Seeing as this week marks the beginning of the summer holidays for primary school children and teachers (so, how about that Croke Park Agreement huh?) what better time than to bring attention to a brand new Irish short film set in a primary school? Senior Infants is a six minute long, one location film made with limited resources. Don’t let that put you off though. Films like this are proof that all you need is a good script to make an effective comedy film.
Set in a primary school classroom, Senior Infants revolves around a group of teachers who have been forced to come in and participate in a series of ‘team building’ exercises (anyone who has ever taken part in such exercises would be forgiven for thinking that the film is in fact a horror movie) much to their chagrin.
After an initial (as well as excruciating) game of ’20 Questions’, the team leader moves on to the crux of the assembly; revealing the anonymously written secrets of the group. When one particularly interesting secret (perhaps ‘piece of gossip’ would be more appropriate a term here) is revealed, a proverbial witch hunt begins and it’s every teacher for themself as suspicion rises and tempers flare.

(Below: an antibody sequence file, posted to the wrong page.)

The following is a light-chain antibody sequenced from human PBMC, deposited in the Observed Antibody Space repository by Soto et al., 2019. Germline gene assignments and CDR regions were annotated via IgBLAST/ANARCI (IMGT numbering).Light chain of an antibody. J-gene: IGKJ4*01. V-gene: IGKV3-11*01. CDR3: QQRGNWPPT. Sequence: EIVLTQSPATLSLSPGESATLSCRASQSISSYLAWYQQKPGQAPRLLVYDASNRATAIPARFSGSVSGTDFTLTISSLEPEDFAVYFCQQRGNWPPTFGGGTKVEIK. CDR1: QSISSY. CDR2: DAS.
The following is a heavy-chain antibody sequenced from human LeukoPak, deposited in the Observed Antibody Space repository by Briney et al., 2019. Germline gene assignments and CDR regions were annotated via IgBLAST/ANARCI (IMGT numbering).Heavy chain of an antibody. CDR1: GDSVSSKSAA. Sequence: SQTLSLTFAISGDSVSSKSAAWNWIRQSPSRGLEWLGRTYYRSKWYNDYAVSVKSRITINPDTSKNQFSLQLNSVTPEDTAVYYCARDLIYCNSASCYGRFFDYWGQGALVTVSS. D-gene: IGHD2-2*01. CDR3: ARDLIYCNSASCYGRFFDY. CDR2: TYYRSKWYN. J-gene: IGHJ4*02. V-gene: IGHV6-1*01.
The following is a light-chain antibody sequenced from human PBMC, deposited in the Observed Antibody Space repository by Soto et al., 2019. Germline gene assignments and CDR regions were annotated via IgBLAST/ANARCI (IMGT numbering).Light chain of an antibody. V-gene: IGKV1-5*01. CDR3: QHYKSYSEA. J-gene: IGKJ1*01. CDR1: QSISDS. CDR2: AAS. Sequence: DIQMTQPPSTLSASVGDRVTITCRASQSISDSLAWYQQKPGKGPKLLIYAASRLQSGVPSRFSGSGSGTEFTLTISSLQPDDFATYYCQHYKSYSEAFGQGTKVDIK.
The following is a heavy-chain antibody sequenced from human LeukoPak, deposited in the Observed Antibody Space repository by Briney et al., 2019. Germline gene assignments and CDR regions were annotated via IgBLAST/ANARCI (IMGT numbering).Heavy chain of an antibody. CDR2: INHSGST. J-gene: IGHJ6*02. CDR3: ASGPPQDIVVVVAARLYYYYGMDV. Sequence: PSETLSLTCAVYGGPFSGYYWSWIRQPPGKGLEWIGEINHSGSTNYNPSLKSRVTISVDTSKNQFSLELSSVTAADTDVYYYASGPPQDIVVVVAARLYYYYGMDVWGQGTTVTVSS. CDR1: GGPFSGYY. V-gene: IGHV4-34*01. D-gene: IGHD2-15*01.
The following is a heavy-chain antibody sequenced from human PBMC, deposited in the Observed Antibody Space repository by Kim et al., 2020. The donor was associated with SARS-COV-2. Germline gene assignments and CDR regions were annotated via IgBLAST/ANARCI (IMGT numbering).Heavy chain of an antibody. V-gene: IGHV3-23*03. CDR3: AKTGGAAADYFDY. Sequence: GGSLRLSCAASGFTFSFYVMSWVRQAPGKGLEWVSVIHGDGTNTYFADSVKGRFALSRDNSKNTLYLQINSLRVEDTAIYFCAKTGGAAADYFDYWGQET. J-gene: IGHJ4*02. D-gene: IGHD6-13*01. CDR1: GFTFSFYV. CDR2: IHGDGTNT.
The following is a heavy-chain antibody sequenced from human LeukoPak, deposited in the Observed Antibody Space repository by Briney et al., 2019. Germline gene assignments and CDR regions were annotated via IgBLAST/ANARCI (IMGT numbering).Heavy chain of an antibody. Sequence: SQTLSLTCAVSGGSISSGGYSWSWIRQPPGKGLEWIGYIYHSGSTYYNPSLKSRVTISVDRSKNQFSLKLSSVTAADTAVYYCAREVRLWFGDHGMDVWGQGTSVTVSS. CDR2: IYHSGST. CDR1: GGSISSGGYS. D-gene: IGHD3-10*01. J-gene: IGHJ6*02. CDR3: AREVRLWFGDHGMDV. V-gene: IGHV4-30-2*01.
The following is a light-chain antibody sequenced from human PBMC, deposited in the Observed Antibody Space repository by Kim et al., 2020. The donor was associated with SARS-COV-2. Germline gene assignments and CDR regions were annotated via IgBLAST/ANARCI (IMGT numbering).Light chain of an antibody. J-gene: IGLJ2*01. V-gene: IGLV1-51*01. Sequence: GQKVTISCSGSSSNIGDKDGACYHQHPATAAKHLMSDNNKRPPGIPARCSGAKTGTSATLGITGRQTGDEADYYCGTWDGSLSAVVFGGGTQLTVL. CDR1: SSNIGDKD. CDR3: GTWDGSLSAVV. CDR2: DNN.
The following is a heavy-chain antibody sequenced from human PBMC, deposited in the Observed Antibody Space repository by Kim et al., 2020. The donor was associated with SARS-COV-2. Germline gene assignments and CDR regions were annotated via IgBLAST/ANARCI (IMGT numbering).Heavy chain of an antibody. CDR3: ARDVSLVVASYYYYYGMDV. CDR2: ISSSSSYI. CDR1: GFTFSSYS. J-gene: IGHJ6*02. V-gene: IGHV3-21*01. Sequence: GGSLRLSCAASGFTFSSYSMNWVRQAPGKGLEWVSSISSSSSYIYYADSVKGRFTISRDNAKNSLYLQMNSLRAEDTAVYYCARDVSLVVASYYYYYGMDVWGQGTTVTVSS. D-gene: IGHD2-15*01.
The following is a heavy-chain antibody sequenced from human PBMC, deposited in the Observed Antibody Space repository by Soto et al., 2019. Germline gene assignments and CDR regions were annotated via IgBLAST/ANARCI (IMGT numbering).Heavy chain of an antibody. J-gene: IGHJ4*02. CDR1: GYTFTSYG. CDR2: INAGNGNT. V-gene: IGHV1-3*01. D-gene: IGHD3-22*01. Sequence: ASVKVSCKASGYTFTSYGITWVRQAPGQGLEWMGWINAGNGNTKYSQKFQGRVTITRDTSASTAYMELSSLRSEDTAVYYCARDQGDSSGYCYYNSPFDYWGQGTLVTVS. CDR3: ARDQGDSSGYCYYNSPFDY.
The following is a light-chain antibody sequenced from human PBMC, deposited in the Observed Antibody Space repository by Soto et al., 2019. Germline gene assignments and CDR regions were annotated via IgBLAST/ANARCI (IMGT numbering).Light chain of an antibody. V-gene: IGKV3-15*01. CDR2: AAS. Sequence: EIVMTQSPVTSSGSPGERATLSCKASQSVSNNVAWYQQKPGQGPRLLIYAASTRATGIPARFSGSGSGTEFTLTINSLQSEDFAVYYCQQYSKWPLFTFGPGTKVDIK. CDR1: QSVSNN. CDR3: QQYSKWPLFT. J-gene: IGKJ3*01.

The actors of Senior Infants all play their parts well. They are a collection of eccentrics and odd balls that would not feel out of place on the stage of an improvised comedy act. If there is one show-stealer, however, it is Declan Reynolds. Playing a larger than life pig-headed culchie stereotype with an overdeveloped sense of righteous indignation, he doesn’t so much chew the scenery as he devours the entire building! His is a terrific comedic performance.
From a technical standpoint, Senior Infants is nothing overly special. There’s no great flair to the camera or sound work, but there doesn’t really need to be. The simplistic set ups allow the script (which was written by director Diarmuid Hayes and co-writer Kevin Fox) to speak for itself as it provides plenty of chuckle worthy moments and snappy lines, not to mention an ending that takes the viewer by surprise.